Some of the duties required getting up really early, but the views, like the ones below, fully compensated for these minor inconveniences.

Sunrise over the Mewia Łacha reserve
Sunrise over the Mewia Łacha reserve

Charadriiformes birds

What attracted me the most to KULING, of course, was the opportunity to observe birds up close, which I had previously only seen from afar and very rarely. The species of birds I encountered during my stay at the camp were already familiar to me, so I didn’t add to my lifetime list this time, but it was an opportunity to gain knowledge about many species of sandpipers and terns, which are common there.

Taking advantage of this opportunity, I managed to take a ton of photos, which will serve me for future blog posts and will be used by KULING for documenting their research. Unfortunately, the time I chose to stay at the camp was not optimal, as not all the sandpiper birds had started their migrations, which is why I did not encounter any extraordinary rarities. Nevertheless, it was a very educational and exciting adventure for me, and I also feel that as a crew member experienced in camp routine, I was a useful asset for the camp leader and the rest of the crew. In short, both sides benefited from this collaboration 🙂

Interestingly, during my stay at the camp, a momentous event took place 🙂 KULING ringed the jubilee 100,000th sandpiper bird in its history. The honoree was a dunlin, who received our jewelry with the number JT84038 on July 28th after 2 p.m.

Dunlin - the most numerous charadriiformes in the mouth of the Vistula
Dunlin – the most numerous charadriiformes in the mouth of the Vistula

List of observed species

During my 7-day stay, I observed 67 bird species in the reserve and its immediate surroundings, which is not a particularly impressive achievement. However, the observation list includes species that I very rarely see, and one of them I saw in Poland for the first time. Below is the complete list of species that I observed in the Mewia Łacha reserve:

  1. Grey wagtail
  2. Common chaffinch
  3. Yellowhammer
  4. Common reed bunting
  5. Common scoter
  6. Eurasian collared dove
  7. Spotted redshank
  8. Sparrowhawk
  9. Greylag goose
  10. Mute swan
  11. Common shelduck
  12. Mallard
  13. Eurasian teal
  14. Common goldeneye
  15. Common merganser
  16. Common pheasant
  17. Great crested grebe
  18. Feral pigeon
  19. Common wood pigeon
  20. Common swift
  21. Oystercatcher
  22. Grey plover
  23. Ringed plover
  24. Little ringed plover
  25. Eurasian whimbrel
  26. Eurasian curlew
  27. Bar-tailed godwit
  28. Black-tailed godwit
  29. Turnstone
  30. Red knot
  31. Broad-billed sandpiper
  32. Curlew sandpiper
  33. Temminck’s stint
  34. Little stint
  35. Sanderling
  36. Dunlin
  37. Common sandpiper
  38. Green sandpiper
  39. Common greenshank
  40. Wood sandpiper
  41. Common redshank
  42. Black-headed gul
  43. Little gull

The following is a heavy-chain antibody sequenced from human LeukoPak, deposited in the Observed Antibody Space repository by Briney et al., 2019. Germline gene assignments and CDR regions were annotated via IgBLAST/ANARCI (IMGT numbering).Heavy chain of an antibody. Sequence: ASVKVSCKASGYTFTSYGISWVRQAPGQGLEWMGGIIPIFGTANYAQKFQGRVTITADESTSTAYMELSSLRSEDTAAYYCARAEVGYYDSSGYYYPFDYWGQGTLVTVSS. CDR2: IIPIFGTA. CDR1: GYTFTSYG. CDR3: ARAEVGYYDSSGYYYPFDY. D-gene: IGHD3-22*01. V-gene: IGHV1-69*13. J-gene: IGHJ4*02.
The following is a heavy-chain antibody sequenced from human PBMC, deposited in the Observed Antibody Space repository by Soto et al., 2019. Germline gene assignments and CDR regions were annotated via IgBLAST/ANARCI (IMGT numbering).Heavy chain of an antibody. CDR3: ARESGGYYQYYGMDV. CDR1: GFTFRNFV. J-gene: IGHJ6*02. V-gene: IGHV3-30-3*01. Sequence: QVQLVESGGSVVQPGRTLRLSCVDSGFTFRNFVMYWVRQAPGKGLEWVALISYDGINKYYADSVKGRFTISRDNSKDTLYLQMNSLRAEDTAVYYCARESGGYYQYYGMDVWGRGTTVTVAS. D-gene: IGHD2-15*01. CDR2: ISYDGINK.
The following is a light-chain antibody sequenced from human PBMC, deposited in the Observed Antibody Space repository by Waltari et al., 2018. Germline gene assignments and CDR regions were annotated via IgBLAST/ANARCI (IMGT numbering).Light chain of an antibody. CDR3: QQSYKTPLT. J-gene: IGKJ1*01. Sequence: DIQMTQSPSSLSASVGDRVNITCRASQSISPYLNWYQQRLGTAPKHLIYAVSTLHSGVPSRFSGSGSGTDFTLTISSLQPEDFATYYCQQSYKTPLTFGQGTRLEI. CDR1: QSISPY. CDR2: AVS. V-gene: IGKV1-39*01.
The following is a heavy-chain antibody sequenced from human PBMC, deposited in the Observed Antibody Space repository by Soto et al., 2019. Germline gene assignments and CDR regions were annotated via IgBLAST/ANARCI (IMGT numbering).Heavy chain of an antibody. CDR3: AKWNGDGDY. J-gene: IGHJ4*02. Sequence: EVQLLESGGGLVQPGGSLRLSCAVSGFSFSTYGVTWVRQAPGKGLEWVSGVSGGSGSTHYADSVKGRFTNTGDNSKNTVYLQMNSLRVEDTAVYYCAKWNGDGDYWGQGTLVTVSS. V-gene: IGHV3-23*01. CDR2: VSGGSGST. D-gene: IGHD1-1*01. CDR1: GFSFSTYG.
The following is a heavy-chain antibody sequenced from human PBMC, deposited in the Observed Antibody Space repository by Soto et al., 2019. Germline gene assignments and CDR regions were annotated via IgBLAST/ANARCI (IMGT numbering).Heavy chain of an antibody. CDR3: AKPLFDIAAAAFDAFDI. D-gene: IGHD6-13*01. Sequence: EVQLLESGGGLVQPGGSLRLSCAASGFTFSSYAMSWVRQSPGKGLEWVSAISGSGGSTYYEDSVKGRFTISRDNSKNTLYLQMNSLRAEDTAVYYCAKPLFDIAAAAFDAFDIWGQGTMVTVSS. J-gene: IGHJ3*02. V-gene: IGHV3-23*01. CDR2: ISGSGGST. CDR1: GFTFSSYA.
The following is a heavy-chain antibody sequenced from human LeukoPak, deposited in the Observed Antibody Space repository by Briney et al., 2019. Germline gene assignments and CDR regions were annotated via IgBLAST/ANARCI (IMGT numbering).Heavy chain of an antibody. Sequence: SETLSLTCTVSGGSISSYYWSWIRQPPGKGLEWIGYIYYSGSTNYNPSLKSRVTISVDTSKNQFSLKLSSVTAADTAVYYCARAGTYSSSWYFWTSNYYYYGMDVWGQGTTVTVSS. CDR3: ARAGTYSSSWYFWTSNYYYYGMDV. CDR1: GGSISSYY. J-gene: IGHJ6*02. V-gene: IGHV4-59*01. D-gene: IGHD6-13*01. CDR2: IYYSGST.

44. Common gull
  45. European herring gull
  46. Great black-backed gull
  47. Little tern
  48. Sandwich tern
  49. Black tern
  50. Common tern
  51. Cormorant
  52. Grey heron
  53. Great spotted woodpecker
  54. Red-backed shrike
  55. Jay
  56. Magpie
  57. Raven
  58. Great tit
  59. Sand martin
  60. Barn swallow
  61. Common house martin
  62. Common chiffchaff
  63. Starling
  64. Blackbird
  65. Yellow wagtail
  66. Common whitethroat
  67. Eurasian nuthatch

Why should you go to KULING?

The questions where the answer is given straight away always amuse me. However, the question in the title really makes sense because it doesn’t even consider the issue – is it worth it? Staying at the KULING camp was an incredible adventure for me, during which I learned a lot, met really interesting and friendly people. I spent time in a great friendly atmosphere on the hot Baltic beach, took lots of cool photos, enjoyed healthy exercise, and at the same time, I could be of use to someone who takes scientific research and nature conservation seriously.

Staying at the camp was also a great opportunity to read bird rings, of course, the vast majority of them were the rings we installed ourselves, but I also came across a few older individuals. In the end, I managed to read 19 markers on 4 bird species – ringed plover, common tern, dunlin (of course :P), and crested tern.

What made a huge plus for me was also the proof that such research and active protection really make sense. I had the opportunity to observe how tourists intervene themselves when other tourists, oblivious to the prohibitions, entered the reserve. It was a very comforting sight because it is proof that responsibility and awareness of the need to protect nature are growing in society.

If you want to take part in the KULING camp, you can apply by contacting the following address – – I highly recommend it. A summer adventure with birds on a beautiful beach is really a great idea for a vacation 🙂